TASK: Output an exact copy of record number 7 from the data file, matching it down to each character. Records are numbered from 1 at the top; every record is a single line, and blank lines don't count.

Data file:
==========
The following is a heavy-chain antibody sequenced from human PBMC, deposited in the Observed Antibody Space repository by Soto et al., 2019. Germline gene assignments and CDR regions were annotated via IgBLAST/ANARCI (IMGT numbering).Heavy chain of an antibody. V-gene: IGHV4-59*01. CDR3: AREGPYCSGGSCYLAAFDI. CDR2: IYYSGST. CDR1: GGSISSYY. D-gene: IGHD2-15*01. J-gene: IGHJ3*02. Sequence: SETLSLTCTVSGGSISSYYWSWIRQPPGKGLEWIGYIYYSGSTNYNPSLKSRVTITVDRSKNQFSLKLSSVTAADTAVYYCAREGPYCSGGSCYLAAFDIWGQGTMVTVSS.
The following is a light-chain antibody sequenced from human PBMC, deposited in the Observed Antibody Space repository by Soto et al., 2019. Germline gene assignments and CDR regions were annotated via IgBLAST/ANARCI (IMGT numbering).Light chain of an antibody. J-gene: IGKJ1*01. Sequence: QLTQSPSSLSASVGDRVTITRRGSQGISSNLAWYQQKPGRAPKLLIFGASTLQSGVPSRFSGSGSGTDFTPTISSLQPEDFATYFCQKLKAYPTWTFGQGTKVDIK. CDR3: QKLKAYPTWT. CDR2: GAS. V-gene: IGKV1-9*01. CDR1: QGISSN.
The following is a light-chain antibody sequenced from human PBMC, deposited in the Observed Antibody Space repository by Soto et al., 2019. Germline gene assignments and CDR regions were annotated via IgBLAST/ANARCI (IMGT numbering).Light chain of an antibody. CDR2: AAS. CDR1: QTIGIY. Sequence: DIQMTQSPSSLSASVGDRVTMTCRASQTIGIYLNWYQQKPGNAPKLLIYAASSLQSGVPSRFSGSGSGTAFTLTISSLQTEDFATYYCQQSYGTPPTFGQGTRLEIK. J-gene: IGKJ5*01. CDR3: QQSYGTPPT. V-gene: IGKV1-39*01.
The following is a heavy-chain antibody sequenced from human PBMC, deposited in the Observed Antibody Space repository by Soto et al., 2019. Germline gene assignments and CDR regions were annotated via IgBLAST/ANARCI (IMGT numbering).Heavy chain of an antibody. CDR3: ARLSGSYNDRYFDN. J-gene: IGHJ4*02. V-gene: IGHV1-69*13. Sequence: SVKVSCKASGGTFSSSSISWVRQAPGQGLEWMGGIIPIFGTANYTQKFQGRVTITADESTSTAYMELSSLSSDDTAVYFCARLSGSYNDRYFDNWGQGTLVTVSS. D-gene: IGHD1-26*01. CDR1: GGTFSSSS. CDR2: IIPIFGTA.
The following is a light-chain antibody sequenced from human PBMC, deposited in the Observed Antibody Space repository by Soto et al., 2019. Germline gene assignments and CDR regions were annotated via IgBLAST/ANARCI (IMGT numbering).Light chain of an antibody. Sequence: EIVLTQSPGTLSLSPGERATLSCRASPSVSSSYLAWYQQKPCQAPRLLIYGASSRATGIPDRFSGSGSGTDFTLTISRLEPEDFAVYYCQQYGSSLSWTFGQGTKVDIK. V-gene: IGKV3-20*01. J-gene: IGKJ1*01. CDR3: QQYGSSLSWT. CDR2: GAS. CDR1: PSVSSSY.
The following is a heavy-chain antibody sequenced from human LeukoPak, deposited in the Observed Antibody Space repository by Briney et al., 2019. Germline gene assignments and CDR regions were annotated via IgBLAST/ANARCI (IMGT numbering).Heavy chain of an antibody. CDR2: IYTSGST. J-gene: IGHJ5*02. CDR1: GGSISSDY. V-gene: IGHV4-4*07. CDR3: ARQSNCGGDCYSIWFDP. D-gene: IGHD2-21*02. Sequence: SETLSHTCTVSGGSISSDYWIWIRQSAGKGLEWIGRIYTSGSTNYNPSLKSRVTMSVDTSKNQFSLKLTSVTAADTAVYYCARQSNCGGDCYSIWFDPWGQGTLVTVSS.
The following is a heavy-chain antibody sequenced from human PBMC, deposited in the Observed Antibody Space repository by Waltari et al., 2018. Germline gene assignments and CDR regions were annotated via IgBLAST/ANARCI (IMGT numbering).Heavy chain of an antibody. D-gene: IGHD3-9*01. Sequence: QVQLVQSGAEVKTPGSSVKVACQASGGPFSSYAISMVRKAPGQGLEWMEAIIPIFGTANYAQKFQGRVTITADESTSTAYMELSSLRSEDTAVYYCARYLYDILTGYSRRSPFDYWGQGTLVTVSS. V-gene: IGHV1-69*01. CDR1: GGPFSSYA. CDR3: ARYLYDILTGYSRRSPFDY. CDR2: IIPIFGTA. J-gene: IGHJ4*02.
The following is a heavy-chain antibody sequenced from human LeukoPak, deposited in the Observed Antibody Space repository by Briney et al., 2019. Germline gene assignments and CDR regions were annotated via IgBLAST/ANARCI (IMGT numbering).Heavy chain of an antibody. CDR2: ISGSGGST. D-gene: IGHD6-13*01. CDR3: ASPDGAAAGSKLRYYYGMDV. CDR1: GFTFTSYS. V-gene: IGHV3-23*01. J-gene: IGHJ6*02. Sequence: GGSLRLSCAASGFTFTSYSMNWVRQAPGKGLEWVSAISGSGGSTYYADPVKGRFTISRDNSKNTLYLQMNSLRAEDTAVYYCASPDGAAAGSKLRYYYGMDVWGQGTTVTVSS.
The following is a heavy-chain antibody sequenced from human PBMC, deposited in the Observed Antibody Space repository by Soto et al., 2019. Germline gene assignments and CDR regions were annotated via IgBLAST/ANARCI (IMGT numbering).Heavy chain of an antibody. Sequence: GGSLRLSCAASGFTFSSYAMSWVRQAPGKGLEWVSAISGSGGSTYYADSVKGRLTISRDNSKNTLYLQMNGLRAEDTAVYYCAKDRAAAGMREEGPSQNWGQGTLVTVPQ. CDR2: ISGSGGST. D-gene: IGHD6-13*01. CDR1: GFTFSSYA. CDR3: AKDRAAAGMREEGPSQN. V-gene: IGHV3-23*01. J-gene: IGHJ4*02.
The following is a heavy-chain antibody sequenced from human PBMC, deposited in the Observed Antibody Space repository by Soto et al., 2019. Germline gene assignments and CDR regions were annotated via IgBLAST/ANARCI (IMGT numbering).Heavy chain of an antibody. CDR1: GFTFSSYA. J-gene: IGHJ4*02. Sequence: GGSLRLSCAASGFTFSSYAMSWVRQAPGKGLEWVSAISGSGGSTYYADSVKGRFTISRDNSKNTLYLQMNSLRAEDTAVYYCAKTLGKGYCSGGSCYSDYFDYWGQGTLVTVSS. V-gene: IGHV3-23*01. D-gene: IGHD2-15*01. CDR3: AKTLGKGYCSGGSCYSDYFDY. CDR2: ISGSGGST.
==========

The following is a heavy-chain antibody sequenced from human PBMC, deposited in the Observed Antibody Space repository by Waltari et al., 2018. Germline gene assignments and CDR regions were annotated via IgBLAST/ANARCI (IMGT numbering).Heavy chain of an antibody. D-gene: IGHD3-9*01. Sequence: QVQLVQSGAEVKTPGSSVKVACQASGGPFSSYAISMVRKAPGQGLEWMEAIIPIFGTANYAQKFQGRVTITADESTSTAYMELSSLRSEDTAVYYCARYLYDILTGYSRRSPFDYWGQGTLVTVSS. V-gene: IGHV1-69*01. CDR1: GGPFSSYA. CDR3: ARYLYDILTGYSRRSPFDY. CDR2: IIPIFGTA. J-gene: IGHJ4*02.